Written Answers. - Legal Costs.

Paul Nicholas Gogarty

Question:

24 Mr. Gogarty asked the Minister for Justice, Equality and Law Reform the steps he will take to ensure that the cost of bringing an action to the District Court will not deter victims of discrimination from seeking redress. [17234/03]

John Gormley

Question:

47 Mr. Gormley asked the Minister for Justice, Equality and Law Reform if the District Court will hear cases of discrimination under the Equal Status Act 2000; and if the rules of the courts will be changed to allow victims to use community advocacy as a form of representation which they can currently avail of before the Equality Tribunal. [17235/03]

I propose to take Questions Nos. 24 and 47 together.

Let me first state that it is the right of the citizens under the Constitution to have access to the courts. The anti-discrimination provisions of the Equal Status Act and the Intoxicating Liquor Bill are both in the area of civil legislation and as such provide a means of resolving disputes between individuals by way of compensation rather than punishment.

On 17 June 2003, the Government approved publication of the new Intoxicating Liquor Bill 2003, which includes a provision to transfer jurisdiction for cases of alleged discrimination involving licensed premises – apart from accommodation related matters – from the Equality Tribunal to the District Court.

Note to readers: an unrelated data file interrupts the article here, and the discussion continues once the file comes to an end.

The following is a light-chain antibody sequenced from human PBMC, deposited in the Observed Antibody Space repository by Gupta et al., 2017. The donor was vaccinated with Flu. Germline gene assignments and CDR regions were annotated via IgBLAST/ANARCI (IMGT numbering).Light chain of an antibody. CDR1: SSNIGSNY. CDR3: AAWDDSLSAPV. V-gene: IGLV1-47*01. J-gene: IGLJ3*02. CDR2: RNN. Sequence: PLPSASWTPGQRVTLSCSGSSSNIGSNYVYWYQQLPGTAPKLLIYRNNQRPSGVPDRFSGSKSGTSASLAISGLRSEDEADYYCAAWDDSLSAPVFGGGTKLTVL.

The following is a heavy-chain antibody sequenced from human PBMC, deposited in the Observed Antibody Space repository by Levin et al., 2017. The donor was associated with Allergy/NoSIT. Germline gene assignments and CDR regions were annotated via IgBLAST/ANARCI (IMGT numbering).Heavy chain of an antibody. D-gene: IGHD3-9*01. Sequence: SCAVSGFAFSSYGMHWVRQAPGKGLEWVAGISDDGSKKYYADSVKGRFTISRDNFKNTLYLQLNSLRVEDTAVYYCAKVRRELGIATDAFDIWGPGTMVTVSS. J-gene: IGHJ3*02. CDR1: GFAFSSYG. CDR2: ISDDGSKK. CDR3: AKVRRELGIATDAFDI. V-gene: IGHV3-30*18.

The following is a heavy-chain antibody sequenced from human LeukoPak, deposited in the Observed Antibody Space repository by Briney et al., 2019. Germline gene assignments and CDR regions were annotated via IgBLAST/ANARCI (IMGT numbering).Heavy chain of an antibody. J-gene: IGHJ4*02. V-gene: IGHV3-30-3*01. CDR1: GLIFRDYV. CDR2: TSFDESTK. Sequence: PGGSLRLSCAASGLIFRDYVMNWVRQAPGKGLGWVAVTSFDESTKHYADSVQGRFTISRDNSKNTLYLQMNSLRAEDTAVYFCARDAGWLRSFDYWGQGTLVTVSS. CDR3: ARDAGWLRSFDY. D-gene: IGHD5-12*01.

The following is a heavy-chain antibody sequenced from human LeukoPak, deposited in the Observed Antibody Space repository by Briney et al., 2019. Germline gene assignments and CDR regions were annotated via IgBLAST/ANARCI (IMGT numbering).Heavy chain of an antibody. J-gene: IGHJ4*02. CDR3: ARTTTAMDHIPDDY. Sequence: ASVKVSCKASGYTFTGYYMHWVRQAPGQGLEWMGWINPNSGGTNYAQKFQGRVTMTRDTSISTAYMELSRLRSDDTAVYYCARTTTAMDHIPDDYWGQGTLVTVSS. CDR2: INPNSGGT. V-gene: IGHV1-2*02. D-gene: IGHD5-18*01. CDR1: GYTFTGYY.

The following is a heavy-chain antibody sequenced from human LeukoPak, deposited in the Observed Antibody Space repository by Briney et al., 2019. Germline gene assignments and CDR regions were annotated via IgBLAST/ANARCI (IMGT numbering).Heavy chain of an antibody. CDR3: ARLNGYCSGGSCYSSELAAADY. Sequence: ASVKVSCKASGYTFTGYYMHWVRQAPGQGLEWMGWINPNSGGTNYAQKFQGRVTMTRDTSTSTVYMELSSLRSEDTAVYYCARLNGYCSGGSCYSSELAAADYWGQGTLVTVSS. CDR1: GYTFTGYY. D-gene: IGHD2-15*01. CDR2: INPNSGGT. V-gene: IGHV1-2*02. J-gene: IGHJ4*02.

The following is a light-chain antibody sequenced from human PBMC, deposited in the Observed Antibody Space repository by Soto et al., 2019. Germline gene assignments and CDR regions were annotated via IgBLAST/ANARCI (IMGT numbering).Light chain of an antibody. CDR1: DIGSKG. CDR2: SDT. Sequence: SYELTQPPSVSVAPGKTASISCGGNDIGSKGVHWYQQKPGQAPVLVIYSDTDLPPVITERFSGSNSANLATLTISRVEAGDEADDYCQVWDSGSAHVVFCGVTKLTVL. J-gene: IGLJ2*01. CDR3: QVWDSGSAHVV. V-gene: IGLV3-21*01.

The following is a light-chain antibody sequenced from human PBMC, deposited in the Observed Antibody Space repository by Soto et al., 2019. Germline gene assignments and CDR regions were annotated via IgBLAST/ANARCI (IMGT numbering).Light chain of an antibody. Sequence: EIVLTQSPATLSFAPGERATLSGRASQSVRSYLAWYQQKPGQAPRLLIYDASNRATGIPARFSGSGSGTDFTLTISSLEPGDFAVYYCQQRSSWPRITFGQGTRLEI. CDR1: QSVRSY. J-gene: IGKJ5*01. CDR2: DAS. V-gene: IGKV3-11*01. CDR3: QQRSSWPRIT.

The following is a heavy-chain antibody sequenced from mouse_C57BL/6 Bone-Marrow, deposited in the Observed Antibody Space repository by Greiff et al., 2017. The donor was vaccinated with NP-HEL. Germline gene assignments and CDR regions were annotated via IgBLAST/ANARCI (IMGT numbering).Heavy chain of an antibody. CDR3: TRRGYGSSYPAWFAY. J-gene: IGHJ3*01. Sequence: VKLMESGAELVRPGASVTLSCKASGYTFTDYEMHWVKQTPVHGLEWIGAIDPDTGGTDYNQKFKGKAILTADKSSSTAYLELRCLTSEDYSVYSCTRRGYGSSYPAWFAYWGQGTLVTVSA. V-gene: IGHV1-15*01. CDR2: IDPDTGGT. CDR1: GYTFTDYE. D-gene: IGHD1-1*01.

One step I have taken to ensure that complainants are not deterred in taking cases to the District Court is that under the Intoxicating Liquor Bill the Equality Authority will have its existing powers of representation under the Equal Status Act 2000 transferred to the Intoxicating Liquor Bill in relation to prohibited conduct, which includes discrimination, directed against any person in any licensed premises. The decision on whether to provide representation before the District Court will rest with the Equality Authority on the same basis as representation is currently provided before the Equality Tribunal. It is important to note that the complainant retains the same legal rights as they have under the Equal Status Act 2000.
It is open to any person to apply for legal aid in relation to civil proceedings in the District Court. A person must satisfy a means test as to financial eligibility and a merits test which will include, inter alia, a consideration of the prospects of success and the benefit to be derived by the applicant as against the cost of the proceedings. The tests are set out in detail in the Civil Legal Aid Act and regulations.
At this time I see no need to allow for the use of community advocacy before the District Court. At the launch of the Equality Authority Annual Report 2002, earlier this year, I welcomed the development by the authority in 2002 of a model for community advocacy. This model allows community-based groups to take on roles in supporting cases under the Equal Status Act 2000 before the Equality Tribunal. The Equality Tribunal allows for this type of advocacy on an administrative basis only. This role is similar to that played by trade unions under the Employment Equality Act 1998.